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Fight the Power: Learning to chill out during COVID-19 isolation

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If you don’t get out of these socially distanced days with a six-pack or speaking Spanish, it’s OK.

This is something I had to learn, amending some things I thought (and wrote).

In my last column, I talked about how precious it is to have this time and how we should essentially find a way to hustle to make it work. Wanna write a book? Craft your TV pilot? Paint your house? All of that is still cool, but what I have found is more important is to chill the hell out and not feel like a failure.

When my granny retired years ago, our family thought it was a perfect time for her to be the stereotypical grandparent from the movies. Smother grandkids with kisses, bake apple pies and cookies, wake up the family with blueberry pancakes in the morning (funny, in all the years I had with my granny, she never made pancakes, only grits every morning, like religion).

What we got instead was an elderly woman always wanting to clean. Our biggest joke with her was how much she wanted a foot stool so she could reach her curtains. These heavy ass Gone With the Wind curtains would, to most, be something to ignore, but for some reason, granny was obsessed with cleaning them.

When I got older, I realized that she didn’t know how to relax.

I remember hearing stories from my mom, telling me about how, in the house growing up, reading a book was sometimes frowned upon because you could be cleaning something instead.

This is why the stress of making lemonade out of quarantine lemons triggered me. If a day went by and I didn’t create a new song or write a blog or run three miles, I would truly hate myself and go into a sadness like Brooks in Shawshank Redemption feeding the birds.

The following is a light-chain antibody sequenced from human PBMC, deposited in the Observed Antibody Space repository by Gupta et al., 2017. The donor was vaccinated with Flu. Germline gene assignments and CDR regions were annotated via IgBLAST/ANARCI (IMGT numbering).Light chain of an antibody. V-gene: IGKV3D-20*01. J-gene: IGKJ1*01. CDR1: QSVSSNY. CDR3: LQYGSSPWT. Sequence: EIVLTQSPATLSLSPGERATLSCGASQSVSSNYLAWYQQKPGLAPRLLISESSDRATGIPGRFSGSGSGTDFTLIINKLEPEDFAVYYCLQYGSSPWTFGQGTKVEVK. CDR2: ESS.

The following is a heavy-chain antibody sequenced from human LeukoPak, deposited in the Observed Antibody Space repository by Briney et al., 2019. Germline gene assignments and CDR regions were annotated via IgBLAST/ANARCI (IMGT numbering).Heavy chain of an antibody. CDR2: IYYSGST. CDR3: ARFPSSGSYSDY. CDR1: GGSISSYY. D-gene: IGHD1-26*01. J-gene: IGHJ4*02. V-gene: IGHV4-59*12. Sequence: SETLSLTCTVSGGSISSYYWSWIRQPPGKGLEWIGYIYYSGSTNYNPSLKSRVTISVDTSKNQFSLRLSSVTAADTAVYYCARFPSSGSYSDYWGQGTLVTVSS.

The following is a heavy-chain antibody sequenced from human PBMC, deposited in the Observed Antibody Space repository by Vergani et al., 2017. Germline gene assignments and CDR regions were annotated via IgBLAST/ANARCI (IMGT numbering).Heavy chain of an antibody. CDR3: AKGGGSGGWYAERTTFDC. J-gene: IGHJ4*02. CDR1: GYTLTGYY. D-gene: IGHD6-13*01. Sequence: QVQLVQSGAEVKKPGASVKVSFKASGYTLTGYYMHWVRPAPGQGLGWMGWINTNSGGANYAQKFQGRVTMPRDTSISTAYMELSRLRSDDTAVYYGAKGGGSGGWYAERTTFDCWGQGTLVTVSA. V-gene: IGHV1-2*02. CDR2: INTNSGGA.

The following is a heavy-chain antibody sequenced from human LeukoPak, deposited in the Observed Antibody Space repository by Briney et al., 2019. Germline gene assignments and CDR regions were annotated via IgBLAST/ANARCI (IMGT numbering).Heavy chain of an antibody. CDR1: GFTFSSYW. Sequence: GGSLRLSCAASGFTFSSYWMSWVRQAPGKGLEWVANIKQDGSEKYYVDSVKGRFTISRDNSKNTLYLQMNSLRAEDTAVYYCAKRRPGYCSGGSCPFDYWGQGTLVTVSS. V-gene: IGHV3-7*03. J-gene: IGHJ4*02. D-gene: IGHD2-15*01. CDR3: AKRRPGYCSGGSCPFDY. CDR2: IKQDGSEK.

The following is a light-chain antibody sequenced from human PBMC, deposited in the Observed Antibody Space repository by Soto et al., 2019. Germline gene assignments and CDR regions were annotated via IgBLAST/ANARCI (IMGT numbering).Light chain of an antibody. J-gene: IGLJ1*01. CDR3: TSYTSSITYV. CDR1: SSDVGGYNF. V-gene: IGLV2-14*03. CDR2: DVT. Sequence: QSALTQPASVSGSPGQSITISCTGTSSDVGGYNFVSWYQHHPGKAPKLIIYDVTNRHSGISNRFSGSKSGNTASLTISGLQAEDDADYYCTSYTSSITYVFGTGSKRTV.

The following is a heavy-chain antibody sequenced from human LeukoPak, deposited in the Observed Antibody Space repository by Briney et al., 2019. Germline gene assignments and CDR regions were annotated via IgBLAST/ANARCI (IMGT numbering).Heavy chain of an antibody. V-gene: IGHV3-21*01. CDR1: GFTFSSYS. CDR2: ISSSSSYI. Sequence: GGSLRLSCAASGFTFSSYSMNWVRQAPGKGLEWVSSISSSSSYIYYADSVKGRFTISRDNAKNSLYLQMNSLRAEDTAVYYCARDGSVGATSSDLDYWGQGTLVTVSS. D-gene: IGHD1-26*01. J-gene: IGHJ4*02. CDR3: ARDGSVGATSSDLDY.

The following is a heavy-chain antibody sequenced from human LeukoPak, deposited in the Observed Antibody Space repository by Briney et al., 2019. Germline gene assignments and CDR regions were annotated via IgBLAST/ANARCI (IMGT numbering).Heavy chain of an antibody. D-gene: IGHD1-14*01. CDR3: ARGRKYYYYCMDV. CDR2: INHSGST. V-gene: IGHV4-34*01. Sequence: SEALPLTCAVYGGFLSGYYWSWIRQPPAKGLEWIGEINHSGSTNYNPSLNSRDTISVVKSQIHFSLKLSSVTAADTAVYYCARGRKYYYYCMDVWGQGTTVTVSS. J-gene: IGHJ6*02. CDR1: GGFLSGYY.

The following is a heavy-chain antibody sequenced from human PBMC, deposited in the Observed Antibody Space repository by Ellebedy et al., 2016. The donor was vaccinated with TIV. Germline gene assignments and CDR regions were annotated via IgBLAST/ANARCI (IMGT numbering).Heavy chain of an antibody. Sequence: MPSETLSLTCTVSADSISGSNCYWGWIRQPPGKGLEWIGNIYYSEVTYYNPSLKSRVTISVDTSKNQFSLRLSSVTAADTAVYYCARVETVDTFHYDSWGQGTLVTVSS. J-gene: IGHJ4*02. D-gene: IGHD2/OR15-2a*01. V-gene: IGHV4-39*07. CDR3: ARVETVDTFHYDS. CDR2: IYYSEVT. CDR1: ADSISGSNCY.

I spoke to local psychologist Dr. Shari Dade, of the podcast 3 Psychs and a Mic on my own The Negro League pod, and she made a great point: To even have an opportunity to work on fly stuff during this time is a privilege. Sometimes survival is top priority, and it can look like doing nothing — but the results are everything.

“For so many people when they’re in high anxiety situations, productivity or busying themselves is a way to cope. A way to distract from stress,” Dade said. “But for so many people when you’re in a state of trauma, because basically what we are going through nationwide is global trauma, so many people in the midst of a trauma, it’s extremely difficult to be productive for a number of reasons.

“One reason is your body is in overload, so trauma causes fight or flight.” she continued. “It’s difficult to do executive functions like logic and create or focus on one thing. Productivity piece is lost because your body is trying to stay alive.”

This school of thought is still difficult to swallow, as I believe I’ve been conditioned to feel like I have to be productive at all times. Things came to a halt when she asked me, “What are you doing for me time?” I truly didn’t have an answer. It was like Good Will Hunting, when the doc asks Will, “What do you want?”

What I’ve come to realize is that people are generally good. We want to look out for others and we extend grace and understanding to everyone but ourselves. So if you’re having one of those days where things seem to be high stress, chill out if you’re able. Binge a show where you know all the episodes and words because that can be as valuable as learning how to order your food in French.

I’m a black dude, and we often shout things like, “white privilege.” Well, there are ‘rona privileges I need to check. To be able to sit down and ponder writing a book is a privilege.

I have no wife, no girlfriend or kids. There are countless people trying to juggle family life and keep a job simultaneously. There are people unable to think about writing a script because they have a loved one that is sick. And countless people are dealing with anxiety, worried about how long this will last.

I don’t have the answer for everything, but I know this: If you’re surviving, you’re doing more than enough.

Preach Jacobs is a musician, artist and activist and founder of Cola-Con and indie label Sounds Familiar Records. You can hear his podcasts and read more work at

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